Markson Thoma Literary Agency. It’s been said before but I’ll say it again – writing is a solitary endeavor, but having a community of blogging and writing friends who share ideas and offer encouragement is one of the great blessings of being a modern writer. So thanks for letting me celebrate milestones with you.
Second, I love to read author blogs and find out their process of finding and securing agency representation. There is always something I can take away from those articles. I hope you can glean something from this piece, too.
Like any good story, this one has a beginning.
For the past two years, I’ve been pitching a novel titled PRODIGAL SON. This is the story of a young man who is duped into joining a
cult. It explores the themes of how some groups prey on the vulnerable, lonely and disillusioned. I like this story. As it turned out, a lot of agents liked reading it, too, but none of them could fully embrace it, fall in love with it, have it speak to them – or any of those many kind phrases proffered in the kind and gentle rejection letter. Any writer whose sent their work into the world knows how this feels. After more than 100 rejections, my energy for this novel began to waiver. Especially in the face of this particular rejection: Texas
“Your writing is wonderful, but this story is just not quite there. The solution for you is easy. Write another novel.”
Despite the maddening frustration of that statement, I knew her advice was sage, though I wondered if I could take it constructively. Setting aside a book you’ve worked years on is tough. I’d had to do that before and I didn’t want to do it. But her advice tugged at me. So I opened up an old file of my 2009 NaNoWriMo (National Novel Writing Month) project. (You have to know I am THRILLED to say this because of the great numbers of people who turn up their noses at NaNoWriMo as a waste of time!) This was a practice story that I’d started because of a friend’s suggestion. “Hey, I’ve always wondered whatever happened to Sarah, Jane’s daughter.” (Sarah is the daughter of Jane from JANEOLOGY, my debut novel, for which I got published without an agent.) As it turned out, I was curious what became of Sarah, too. What happens when you grow up in the shadow of a mother with mental illness? How would that shape you? How would a young girl cope with coming of age under that dark umbrella? So I wrote a 50,000 discovery draft about that girl. That’s the file I opened after that agent told me to simply – write another novel. Of course, this draft was a mess, but it was still a subject that interested me. I went for it.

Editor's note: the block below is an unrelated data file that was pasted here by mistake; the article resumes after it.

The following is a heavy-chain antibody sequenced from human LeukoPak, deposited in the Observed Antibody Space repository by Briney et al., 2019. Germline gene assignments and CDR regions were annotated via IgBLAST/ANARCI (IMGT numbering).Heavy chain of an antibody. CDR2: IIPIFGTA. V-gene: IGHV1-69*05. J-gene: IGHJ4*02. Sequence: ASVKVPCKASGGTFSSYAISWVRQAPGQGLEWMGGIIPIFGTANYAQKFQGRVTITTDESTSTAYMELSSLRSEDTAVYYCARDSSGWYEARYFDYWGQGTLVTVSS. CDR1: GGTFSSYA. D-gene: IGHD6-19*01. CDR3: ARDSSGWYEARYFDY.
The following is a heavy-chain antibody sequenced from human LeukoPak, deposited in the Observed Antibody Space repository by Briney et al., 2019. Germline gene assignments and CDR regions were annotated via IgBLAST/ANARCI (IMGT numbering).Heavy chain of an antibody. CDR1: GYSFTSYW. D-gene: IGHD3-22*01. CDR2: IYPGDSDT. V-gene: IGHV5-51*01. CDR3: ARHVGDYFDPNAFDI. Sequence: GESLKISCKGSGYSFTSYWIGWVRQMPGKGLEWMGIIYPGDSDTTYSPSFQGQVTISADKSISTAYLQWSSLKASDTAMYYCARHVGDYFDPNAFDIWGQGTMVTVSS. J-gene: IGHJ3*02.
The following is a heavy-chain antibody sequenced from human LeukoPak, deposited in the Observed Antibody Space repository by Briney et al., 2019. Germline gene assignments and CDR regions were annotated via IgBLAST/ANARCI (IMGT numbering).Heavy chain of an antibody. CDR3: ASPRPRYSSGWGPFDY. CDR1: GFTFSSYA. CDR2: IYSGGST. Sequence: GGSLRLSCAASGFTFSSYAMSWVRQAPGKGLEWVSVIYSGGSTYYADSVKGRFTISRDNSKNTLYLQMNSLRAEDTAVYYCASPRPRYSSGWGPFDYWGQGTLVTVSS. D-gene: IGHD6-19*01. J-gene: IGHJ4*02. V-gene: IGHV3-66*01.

At some point last summer, I had that gut feeling that the story, NO ORDINARY GIRL, had taken shape. It was going to work. After writing six novels and 12 screenplays, I’ve finally learned to trust and reach for that golden turning point where you know. You just know. If you keep at it, it will come.
I sent out the manuscript to trusted readers. I collected and compiled all of their feedback. It cannot be overstated how valuable this step is – though in some ways it takes the most courage. There’s something about having a stranger read your work. And then there are your friends. They are getting a greater insight into you and it feels a little naked. But the best thing that can happen is getting this comment: “I forgot I was reading YOUR novel and felt like I was just reading A novel.” That phrase, my friends, is almost as joyous as any part of the writing process.
By January, I knew the work was in the very best shape. I made my list of top agents by seeking out books similar to mine.
Two things happened in this process – I got rapid fire rejections and rapid fire requests for the full ms. This leveled my confidence. Don’t get too excited, but don't despair either.
And then – three weeks ago, I got the call.
Now, when I got the call from Kunati Books three years ago telling me that they wanted to published JANEOLOGY, I was mopping the floor while the kids were watching Sesame Street. This time, I was vacuuming and dusting when that prized call came in. I don’t know if this means anything, except that the most amazing things can happen when you are doing something mundane. I love this about life. One minute you’re sucking dust and the next you’re talking about great contemporary coming-of-age stories and how YOU just might have written one.
I had this conversation with Julia Kenny from Markson Thoma. One of the first things we talked about were books we both loved. She asked me if I’d read Rebecca Stead’s When You Reach Me and told me it was the book she was currently giving to everyone as a gift. She loved it that much. At that very moment, that book was on my nightstand. I’d just finished reading it for the second time. We talked about other books and styles and themes and I knew immediately we were, to be colossally clichéd – on the same page.
She concluded the conversation telling me she’d really like to work with me on NO ORDINARY GIRL. Now, having pitched my novels hither and yon to agents for years, I wanted to hear the golden words - “So you want to work with me? Does this mean…”
“Oh, yes, yes,” she said. “I’ll be sending you a contract this morning. I’m offering you representation.” Ah, those five little words every writer longs to hear.